You may have noticed a few of your friends getting into Gold and Silver coins. Maybe some of them are even buying Copper. Well, by simply sorting through your change you too can begin collecting precious trade metals. Here is what to look for, and some other advice on collecting and saving change.
For reference, the 6 precious trade metals are: Copper, Nickel, Silver, Palladium, Gold and Platinum. Rhodium has been minted as an extremely rare metal coin, but remains obscure to many traders. Precious Trade Metals are pure elemental metals that carry industrial use, jewellery use, and monetary use, all of which do not exhaust the total world supply, thus making them the perfect universal barter units.
WARNING: Melting U.S. coins is illegal. Do not do it. We are only recommending saving specific coins for trade and collectable sales.
United States Coin Currency
Nickels = 75% Copper and 25% Nickel (Cupronickel)
Keep every Nickel. A Nickel is worth 6.2 cents in Metal Value. Get a jar or container to specifically save Nickels. Of course, if hoarding specific coins becomes illegal stop doing it. We recommend rolling Nickels into $2.00 (40 coin) rolls and using them as “Barter Items.” Explain to your friends that a 40 roll of Nickels is actually worth $2.50 in metal, and until metals stop rising against paper money that value will go up.
Pre-1983 Pennies = 95% Copper
Same as with Nickels, keep everyone of these you find. Roll them in 50s and use them as barter or save. 50 coins roughly equals 5 ounces (AV) of Copper (as a Copper Pennies weights 3.11 grams and is worth 2.2 cents in metallic value). Thus, a 50 cent roll of Copper Pennies is actually more valuable than a Dollar.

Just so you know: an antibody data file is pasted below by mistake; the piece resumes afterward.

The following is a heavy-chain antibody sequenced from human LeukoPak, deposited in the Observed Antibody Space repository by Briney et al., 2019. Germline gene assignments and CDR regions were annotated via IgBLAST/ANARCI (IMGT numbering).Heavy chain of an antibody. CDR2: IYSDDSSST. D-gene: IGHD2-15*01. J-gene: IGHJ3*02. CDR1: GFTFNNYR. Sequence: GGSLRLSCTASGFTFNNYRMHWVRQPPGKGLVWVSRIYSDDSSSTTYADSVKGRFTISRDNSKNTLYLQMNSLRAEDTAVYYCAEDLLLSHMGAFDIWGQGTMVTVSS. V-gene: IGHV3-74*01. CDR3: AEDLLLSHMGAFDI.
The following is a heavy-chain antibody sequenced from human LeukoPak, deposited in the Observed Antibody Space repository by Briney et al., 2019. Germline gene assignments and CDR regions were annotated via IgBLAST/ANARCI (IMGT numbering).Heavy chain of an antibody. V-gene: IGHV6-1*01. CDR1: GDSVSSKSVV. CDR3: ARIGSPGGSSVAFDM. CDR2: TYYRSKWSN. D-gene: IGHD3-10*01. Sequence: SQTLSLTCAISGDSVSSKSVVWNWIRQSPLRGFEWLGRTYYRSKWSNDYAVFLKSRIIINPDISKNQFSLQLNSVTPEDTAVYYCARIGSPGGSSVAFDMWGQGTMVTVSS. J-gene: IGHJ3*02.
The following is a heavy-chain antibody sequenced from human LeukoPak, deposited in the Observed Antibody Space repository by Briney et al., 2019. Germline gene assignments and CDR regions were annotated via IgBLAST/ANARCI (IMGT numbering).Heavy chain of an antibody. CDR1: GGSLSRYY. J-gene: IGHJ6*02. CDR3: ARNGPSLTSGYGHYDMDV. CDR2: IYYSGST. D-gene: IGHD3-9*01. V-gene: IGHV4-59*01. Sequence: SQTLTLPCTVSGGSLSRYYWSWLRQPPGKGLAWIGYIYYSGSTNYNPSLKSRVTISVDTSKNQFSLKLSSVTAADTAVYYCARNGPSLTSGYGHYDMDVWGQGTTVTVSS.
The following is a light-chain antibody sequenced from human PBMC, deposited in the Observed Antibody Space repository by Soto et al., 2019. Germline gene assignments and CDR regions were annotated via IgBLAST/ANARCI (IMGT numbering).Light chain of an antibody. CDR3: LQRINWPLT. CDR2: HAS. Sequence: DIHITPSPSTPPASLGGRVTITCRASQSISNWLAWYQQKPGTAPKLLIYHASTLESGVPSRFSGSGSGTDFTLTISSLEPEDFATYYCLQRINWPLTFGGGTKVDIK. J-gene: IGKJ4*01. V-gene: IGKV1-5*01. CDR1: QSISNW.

Dimes, Quarters, Half-Dollars, are “Silver” Dollars Pre-1965 = 90% Silver
You can save these together or separate. If you haven’t gotten the gist of this article yet, save these, use them for trade or barter as their metal value, or sell them on eBay. They are worth more than their face value, so don’t be a fool and get your money’s worth. Take some time to fact check everything discussed in this article and do your own searching.
Yen 5, 10, 50, 100 and Older 500s = 75% Copper and 25% Nickel (Cupronickel)
When I stayed in Japan for a Month I ended up saving a lot of change to bring back home with me. While doing research for this article I found out that Yen coins are mostly a blend of Copper and Nickel (the 1 Yen coin is Aluminium and some of the newer 500 coins are Copper and Zinc). Before you travel look up the countries coins on Wikipedia for their metal compositions and make sure to keep the ones with any Precious Trade Metal in them, such as Canadian Coins and Pence in the U.K.